Sometimes you have a service you are running on multiple instances in an AWS autoscaling group, and you want to monitor the application health with ELB so that if an instance become unhealthy your autoscaling group will launch a new instance. But if the service doesn’t expose any ports, such as a web server would, ELB health-checks cannot work because they rely on connecting via TCP or HTTP to monitor the health of it’s instances. So? If you can check the health of your service with some local command or script then all you need is the files in this gist and you’re off!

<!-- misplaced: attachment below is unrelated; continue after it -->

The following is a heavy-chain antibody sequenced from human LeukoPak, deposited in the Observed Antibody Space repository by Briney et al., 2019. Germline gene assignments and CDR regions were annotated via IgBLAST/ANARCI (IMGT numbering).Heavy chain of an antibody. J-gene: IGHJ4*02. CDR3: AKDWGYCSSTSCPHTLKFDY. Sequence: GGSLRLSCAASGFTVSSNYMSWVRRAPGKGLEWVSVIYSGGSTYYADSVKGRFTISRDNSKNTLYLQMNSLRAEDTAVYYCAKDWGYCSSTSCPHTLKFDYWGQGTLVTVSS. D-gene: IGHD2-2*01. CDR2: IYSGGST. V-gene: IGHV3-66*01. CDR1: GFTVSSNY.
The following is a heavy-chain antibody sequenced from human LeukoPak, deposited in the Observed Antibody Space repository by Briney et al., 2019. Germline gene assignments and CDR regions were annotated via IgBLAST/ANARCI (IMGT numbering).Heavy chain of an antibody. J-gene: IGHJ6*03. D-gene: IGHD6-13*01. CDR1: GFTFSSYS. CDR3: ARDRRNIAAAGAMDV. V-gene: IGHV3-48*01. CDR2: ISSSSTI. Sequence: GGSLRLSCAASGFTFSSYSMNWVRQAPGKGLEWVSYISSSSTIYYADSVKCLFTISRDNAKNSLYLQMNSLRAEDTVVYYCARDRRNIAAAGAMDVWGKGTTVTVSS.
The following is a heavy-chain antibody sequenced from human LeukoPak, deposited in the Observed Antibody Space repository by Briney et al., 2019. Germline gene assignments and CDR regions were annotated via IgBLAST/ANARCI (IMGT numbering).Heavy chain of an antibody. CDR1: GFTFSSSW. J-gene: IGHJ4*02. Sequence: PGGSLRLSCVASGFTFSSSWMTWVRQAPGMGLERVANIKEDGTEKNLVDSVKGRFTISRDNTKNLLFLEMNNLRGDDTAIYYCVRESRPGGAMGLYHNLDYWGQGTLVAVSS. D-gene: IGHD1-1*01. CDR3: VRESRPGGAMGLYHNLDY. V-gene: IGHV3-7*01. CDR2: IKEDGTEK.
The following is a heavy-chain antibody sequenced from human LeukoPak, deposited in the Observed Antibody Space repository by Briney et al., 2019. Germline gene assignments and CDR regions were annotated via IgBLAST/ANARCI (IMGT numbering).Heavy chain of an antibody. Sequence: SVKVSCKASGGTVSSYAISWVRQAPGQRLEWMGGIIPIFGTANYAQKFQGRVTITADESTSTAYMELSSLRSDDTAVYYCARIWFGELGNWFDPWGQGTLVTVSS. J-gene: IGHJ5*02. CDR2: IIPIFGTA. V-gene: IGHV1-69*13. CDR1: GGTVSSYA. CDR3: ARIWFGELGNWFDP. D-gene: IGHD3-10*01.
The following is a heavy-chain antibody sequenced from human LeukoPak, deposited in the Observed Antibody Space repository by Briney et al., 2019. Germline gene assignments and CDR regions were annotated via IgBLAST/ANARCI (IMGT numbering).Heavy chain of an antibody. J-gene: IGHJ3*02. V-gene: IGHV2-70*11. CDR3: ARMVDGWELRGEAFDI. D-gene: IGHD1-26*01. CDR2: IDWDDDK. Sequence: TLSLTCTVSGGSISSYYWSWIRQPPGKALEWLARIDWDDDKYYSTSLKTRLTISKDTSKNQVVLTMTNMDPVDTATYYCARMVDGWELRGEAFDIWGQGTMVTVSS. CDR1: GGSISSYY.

The idea is to use (or abuse)
systemd‘s socket activation feature to run a script whenever ELB asks for a certain URL on a certain port. Ideally this port should not be accessible from the public internet or really anywhere else than where ELB will be connecting from. But this is outside the scope of this document (you are running your instances in a VPC right?).
/path/to/somecommand is a an executable that will succeed or fail depending on the health of your service, you need the following script to respond to ELB health checks:
Then you configure the
status@.service unit files (usually in
/usr/lib/systemd/system/). And then prof.. ehm test it first!.
This is perhaps just a hack, but it works OK in many cases.